Judah’s Inheritance: The Dead Sea, En Gedi, Qumran, Hebron

The Holy Land is, in reality, God’s land.

He Himself is the Creator and Owner of every land on Earth, but He specifically identifies Israel as “My land” (2 Chr. 7:20; Jer. 2:7; Joel 3:2). God allowed the Canaanites to occupy that land after the flood of Noah’s day. In due course, He punished them by transferring ownership of His land to His own chosen nation, the people of Israel. The Lord told them, “I delivered you out of the hand of…all who oppressed you, and drove them out before you and gave you their land” (Jud. 6:9).

After Joshua led the tribes of Israel to fight for the land, as God had instructed, the Israelites received title to it. God transferred possession to the tribes, as recorded in Joshua 13—21, which lists the cities and lands allotted to each tribe and gives detailed descriptions of individual cities. Joshua 15 describes the territory assigned to Judah, with its key cities located between the Mediterranean and Dead Seas. Hebron, an important Jewish city, is in Palestinian hands today. But the Dead Sea, En Gedi, and Qumran belong to Israel.

The Dead Sea
Within the fault line that extends 4,000 miles from Turkey to Africa lies the world’s most unusual body of water. The Bible calls it the Salt Sea, the Sea of the Arabah, and the Eastern Sea. It is popularly known as the Dead Sea because it is 30 percent minerals. Compared with most oceans, which have a mineral concentration of only 3 percent, it is little wonder that nothing lives in its waters. The cause of such dense salinity is simple: there is no outlet at the sea’s south end. Evaporation removes the water but leaves the minerals. Tourists from around the world flock to hotels nestled around the healing waters. Anyone can float without fear, since it is impossible to sink!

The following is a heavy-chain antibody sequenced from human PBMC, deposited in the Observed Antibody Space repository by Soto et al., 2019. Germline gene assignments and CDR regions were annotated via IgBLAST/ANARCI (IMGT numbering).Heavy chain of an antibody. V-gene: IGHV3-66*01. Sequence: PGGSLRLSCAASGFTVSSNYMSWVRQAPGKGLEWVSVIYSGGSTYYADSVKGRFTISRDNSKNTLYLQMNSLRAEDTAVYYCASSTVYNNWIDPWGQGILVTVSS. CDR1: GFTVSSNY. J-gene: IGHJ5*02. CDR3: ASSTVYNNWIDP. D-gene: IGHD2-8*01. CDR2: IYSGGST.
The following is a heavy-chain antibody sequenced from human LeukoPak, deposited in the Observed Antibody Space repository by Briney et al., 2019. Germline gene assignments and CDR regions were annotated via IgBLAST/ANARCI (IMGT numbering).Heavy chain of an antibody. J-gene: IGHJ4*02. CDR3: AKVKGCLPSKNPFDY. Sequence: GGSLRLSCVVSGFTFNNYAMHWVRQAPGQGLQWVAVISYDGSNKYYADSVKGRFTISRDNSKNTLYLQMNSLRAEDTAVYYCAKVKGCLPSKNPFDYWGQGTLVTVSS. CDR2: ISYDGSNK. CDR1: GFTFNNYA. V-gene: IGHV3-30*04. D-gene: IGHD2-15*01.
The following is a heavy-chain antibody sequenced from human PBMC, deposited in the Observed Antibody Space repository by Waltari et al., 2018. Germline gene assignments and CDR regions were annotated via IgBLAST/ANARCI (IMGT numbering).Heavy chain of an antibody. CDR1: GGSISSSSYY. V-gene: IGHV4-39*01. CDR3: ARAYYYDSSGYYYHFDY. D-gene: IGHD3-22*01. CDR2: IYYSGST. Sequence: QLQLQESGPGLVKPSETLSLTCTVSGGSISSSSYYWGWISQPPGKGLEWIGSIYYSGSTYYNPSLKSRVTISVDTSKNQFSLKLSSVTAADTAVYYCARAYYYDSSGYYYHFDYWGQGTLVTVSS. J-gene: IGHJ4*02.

The Dead Sea, forming a border between Israel and Jordan, measures about 50 miles long and 10 miles wide. Its precise size is difficult to determine, since it is slowly decreasing. Both Israel and Jordan tap the Jordan River for irrigation, leaving little water to drain south into the sea. Tourists can drive past a mark British geologists made in 1917 noting the height of the Dead Sea on the rock face—50 feet above the current roadway! Proposals to infuse water into the sea have included constructing a canal from the Mediterranean Sea or Red Sea.1

A small peninsula called the Lisan (“tongue”) divides the northern two-thirds of the Dead Sea from the southern one-third. The sea’s surface is the lowest level on Earth—1,300 feet below sea level. Its bottom lies another 1,300 feet lower, and the bedrock underneath the sedimentary deposits lies about 24,000 feet below sea level.2 In comparison, Death Valley in California, the lowest point in the United States, is only 282 feet below sea level.

The ancient world valued the Dead Sea’s salt and the hardened petroleum called bitumen used by the Egyptians for embalming. Josephus and other ancient writers referred to it as the Lake of Asphalt. Today both Israel and Jordan extract minerals from the water and produce cosmetics ranging from hand cream to healing mud.

The Salt Sea is mentioned only in passing in the account of Abram’s battle with foreign kings and in descriptions of geographical borders (Gen. 14:3; Num. 34:3; Josh. 12:3). However, the prophet Ezekiel gave a unique prophecy about the sea:

There will be a very great multitude of fish, because these waters go there; for they will be healed, and everything will live wherever the river goes. It shall be that fishermen will stand by it from En Gedi to En Eglaim; they will be places for spreading their nets. Their fish will be of the same kinds as the fish of the Great Sea, exceedingly many (Ezek. 47:9–10).